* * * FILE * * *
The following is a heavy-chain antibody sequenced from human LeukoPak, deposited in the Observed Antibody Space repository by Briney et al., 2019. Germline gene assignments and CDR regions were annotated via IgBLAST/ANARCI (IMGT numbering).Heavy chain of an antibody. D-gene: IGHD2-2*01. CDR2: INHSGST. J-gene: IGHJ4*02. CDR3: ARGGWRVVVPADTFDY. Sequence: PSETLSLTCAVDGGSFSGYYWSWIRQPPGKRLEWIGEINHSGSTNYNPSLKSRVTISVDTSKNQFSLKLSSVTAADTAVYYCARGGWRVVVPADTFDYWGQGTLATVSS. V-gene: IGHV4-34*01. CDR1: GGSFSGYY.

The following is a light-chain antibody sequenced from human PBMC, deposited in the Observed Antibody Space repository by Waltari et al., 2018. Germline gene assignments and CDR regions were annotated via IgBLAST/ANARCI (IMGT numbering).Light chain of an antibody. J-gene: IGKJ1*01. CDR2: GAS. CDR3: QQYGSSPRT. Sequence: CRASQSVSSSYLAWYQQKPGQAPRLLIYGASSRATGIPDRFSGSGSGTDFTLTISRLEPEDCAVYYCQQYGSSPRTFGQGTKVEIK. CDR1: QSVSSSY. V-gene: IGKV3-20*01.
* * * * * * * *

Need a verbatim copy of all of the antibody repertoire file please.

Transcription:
The following is a heavy-chain antibody sequenced from human LeukoPak, deposited in the Observed Antibody Space repository by Briney et al., 2019. Germline gene assignments and CDR regions were annotated via IgBLAST/ANARCI (IMGT numbering).Heavy chain of an antibody. D-gene: IGHD2-2*01. CDR2: INHSGST. J-gene: IGHJ4*02. CDR3: ARGGWRVVVPADTFDY. Sequence: PSETLSLTCAVDGGSFSGYYWSWIRQPPGKRLEWIGEINHSGSTNYNPSLKSRVTISVDTSKNQFSLKLSSVTAADTAVYYCARGGWRVVVPADTFDYWGQGTLATVSS. V-gene: IGHV4-34*01. CDR1: GGSFSGYY.

The following is a light-chain antibody sequenced from human PBMC, deposited in the Observed Antibody Space repository by Waltari et al., 2018. Germline gene assignments and CDR regions were annotated via IgBLAST/ANARCI (IMGT numbering).Light chain of an antibody. J-gene: IGKJ1*01. CDR2: GAS. CDR3: QQYGSSPRT. Sequence: CRASQSVSSSYLAWYQQKPGQAPRLLIYGASSRATGIPDRFSGSGSGTDFTLTISRLEPEDCAVYYCQQYGSSPRTFGQGTKVEIK. CDR1: QSVSSSY. V-gene: IGKV3-20*01.